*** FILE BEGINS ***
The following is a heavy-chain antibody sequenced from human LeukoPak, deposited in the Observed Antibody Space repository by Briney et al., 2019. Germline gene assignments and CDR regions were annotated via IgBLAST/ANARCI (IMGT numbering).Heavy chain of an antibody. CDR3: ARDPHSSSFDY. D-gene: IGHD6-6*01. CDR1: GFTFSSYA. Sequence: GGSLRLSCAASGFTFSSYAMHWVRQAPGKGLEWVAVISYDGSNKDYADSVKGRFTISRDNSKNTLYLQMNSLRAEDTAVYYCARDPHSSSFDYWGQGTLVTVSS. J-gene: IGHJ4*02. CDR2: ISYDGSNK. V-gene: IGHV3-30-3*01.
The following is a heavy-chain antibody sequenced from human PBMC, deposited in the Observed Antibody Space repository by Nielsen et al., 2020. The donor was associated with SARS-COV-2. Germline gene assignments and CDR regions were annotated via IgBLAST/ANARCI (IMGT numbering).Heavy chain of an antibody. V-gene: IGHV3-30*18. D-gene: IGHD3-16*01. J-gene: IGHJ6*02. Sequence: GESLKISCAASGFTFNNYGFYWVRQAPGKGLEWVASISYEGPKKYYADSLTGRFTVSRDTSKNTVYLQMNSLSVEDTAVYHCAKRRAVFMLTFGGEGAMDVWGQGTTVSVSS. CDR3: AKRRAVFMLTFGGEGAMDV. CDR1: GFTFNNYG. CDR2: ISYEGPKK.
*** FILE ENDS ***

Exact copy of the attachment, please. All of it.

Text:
The following is a heavy-chain antibody sequenced from human LeukoPak, deposited in the Observed Antibody Space repository by Briney et al., 2019. Germline gene assignments and CDR regions were annotated via IgBLAST/ANARCI (IMGT numbering).Heavy chain of an antibody. CDR3: ARDPHSSSFDY. D-gene: IGHD6-6*01. CDR1: GFTFSSYA. Sequence: GGSLRLSCAASGFTFSSYAMHWVRQAPGKGLEWVAVISYDGSNKDYADSVKGRFTISRDNSKNTLYLQMNSLRAEDTAVYYCARDPHSSSFDYWGQGTLVTVSS. J-gene: IGHJ4*02. CDR2: ISYDGSNK. V-gene: IGHV3-30-3*01.
The following is a heavy-chain antibody sequenced from human PBMC, deposited in the Observed Antibody Space repository by Nielsen et al., 2020. The donor was associated with SARS-COV-2. Germline gene assignments and CDR regions were annotated via IgBLAST/ANARCI (IMGT numbering).Heavy chain of an antibody. V-gene: IGHV3-30*18. D-gene: IGHD3-16*01. J-gene: IGHJ6*02. Sequence: GESLKISCAASGFTFNNYGFYWVRQAPGKGLEWVASISYEGPKKYYADSLTGRFTVSRDTSKNTVYLQMNSLSVEDTAVYHCAKRRAVFMLTFGGEGAMDVWGQGTTVSVSS. CDR3: AKRRAVFMLTFGGEGAMDV. CDR1: GFTFNNYG. CDR2: ISYEGPKK.